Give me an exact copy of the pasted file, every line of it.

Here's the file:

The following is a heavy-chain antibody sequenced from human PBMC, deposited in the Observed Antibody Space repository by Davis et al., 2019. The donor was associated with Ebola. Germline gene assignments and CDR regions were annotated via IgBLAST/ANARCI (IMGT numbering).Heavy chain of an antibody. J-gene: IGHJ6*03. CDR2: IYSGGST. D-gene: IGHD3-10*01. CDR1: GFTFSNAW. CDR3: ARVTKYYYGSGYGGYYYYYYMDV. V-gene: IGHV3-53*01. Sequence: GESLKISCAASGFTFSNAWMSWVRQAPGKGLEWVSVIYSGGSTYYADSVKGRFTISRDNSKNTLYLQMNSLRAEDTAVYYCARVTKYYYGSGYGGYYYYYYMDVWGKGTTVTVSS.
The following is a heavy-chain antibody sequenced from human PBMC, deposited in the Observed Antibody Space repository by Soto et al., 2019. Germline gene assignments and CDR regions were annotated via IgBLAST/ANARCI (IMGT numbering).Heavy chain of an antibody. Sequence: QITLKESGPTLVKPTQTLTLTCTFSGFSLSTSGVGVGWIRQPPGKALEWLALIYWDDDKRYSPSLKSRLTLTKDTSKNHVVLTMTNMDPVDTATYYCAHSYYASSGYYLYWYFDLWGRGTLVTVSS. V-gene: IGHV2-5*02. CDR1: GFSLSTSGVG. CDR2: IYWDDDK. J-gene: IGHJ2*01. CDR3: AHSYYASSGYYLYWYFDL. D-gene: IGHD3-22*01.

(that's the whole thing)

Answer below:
The following is a heavy-chain antibody sequenced from human PBMC, deposited in the Observed Antibody Space repository by Davis et al., 2019. The donor was associated with Ebola. Germline gene assignments and CDR regions were annotated via IgBLAST/ANARCI (IMGT numbering).Heavy chain of an antibody. J-gene: IGHJ6*03. CDR2: IYSGGST. D-gene: IGHD3-10*01. CDR1: GFTFSNAW. CDR3: ARVTKYYYGSGYGGYYYYYYMDV. V-gene: IGHV3-53*01. Sequence: GESLKISCAASGFTFSNAWMSWVRQAPGKGLEWVSVIYSGGSTYYADSVKGRFTISRDNSKNTLYLQMNSLRAEDTAVYYCARVTKYYYGSGYGGYYYYYYMDVWGKGTTVTVSS.
The following is a heavy-chain antibody sequenced from human PBMC, deposited in the Observed Antibody Space repository by Soto et al., 2019. Germline gene assignments and CDR regions were annotated via IgBLAST/ANARCI (IMGT numbering).Heavy chain of an antibody. Sequence: QITLKESGPTLVKPTQTLTLTCTFSGFSLSTSGVGVGWIRQPPGKALEWLALIYWDDDKRYSPSLKSRLTLTKDTSKNHVVLTMTNMDPVDTATYYCAHSYYASSGYYLYWYFDLWGRGTLVTVSS. V-gene: IGHV2-5*02. CDR1: GFSLSTSGVG. CDR2: IYWDDDK. J-gene: IGHJ2*01. CDR3: AHSYYASSGYYLYWYFDL. D-gene: IGHD3-22*01.